A recent segment on CBS’ “60 Minutes,” “There Goes the Neighborhood,” focused on the impact of the housing foreclosure crisis in Cleveland. Faced with thousands of vacant homes that have led to nearby property values plummeting, blight and havens for vandalism and thefts, county officials have begun demolishing the vacant houses. About 1,000 have already been destroyed and 20,000 more are scheduled to be destroyed at a cost to taxpayers of $150 million.
Fort Pierce also is facing problems resulting from vacant foreclosed homes. While city officials are not considering drastic steps such as those in Cleveland, they are looking to get a better handle on the problem.
Included in proposals is a requirement that the mortgage holders of foreclosed homes register with the city and pay a small annual fee.
City Attorney Rob Schwerer said having a list would get people on record to contact about the foreclosed properties. The mortgage holder would be required to identify a contact person.
Police Chief Sean Baldwin said the registration data list would also help combat crime. Thieves have been entering vacant homes and stripping them of recyclable materials and selling the materials. But, often the mortgage holder is unaware of the theft when it occurs, because the property is not regularly checked. And, should a theft occur, police are unsure who should be notified.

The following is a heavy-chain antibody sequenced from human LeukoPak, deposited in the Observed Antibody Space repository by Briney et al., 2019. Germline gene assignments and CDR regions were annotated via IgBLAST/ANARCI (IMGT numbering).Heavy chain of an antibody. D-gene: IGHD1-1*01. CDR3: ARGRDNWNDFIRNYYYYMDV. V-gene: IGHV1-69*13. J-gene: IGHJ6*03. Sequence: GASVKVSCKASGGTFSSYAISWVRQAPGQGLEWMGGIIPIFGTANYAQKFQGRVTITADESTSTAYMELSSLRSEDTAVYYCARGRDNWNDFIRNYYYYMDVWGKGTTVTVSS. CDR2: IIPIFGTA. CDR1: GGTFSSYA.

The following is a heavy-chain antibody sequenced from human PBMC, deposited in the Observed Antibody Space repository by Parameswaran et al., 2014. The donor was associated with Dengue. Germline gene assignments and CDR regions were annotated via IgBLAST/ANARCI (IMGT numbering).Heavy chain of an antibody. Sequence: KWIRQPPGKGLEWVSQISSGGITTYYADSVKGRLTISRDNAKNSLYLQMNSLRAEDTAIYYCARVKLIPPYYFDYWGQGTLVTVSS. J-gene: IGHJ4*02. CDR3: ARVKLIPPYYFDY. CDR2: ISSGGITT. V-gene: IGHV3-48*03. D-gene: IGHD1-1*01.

Fort Pierce commissioners are considering an ordinance modeled after one established in the unincorporated area of the county by St. Lucie County commissioners. Holders of mortgages on residential properties are required to register and pay an annual fee of $100. Those responsible for foreclosed commercial properties are required to pay an annual fee of $150. Failure to register can subject the mortgage holder to a code violation and possible fines.
While Fort Pierce officials do not see the program as a big moneymaker, they said the fees can generate some funds for dealing with potential blight, such as paying for mowing overgrown lawns.
Urban Redevelopment Department Director Jon Ward said the city needs to find a way to pay to clean up the blight because the city code enforcement department doesn’t have the money for such efforts, like cutting more grass.
Those who hold mortgages on foreclosed properties in the city of Fort Pierce need to assume more responsibility for maintaining those properties because failure to do so can cause health, safety and financial problems for the owners of nearby properties and cause blight to spread throughout neighborhoods.
Fort Pierce officials recognize the registration and fee requirement won’t eliminate the problems caused by vacant foreclosed homes. In fact, a fee doesn’t seem fair. What would be better is for code violators to pay for problems.
Regardless, the registration represents a step toward more control over the problem. By doing so, hopefully, the city won’t get into the kind of dire situation faced by Cleveland with having to destroy homes at taxpayer expense.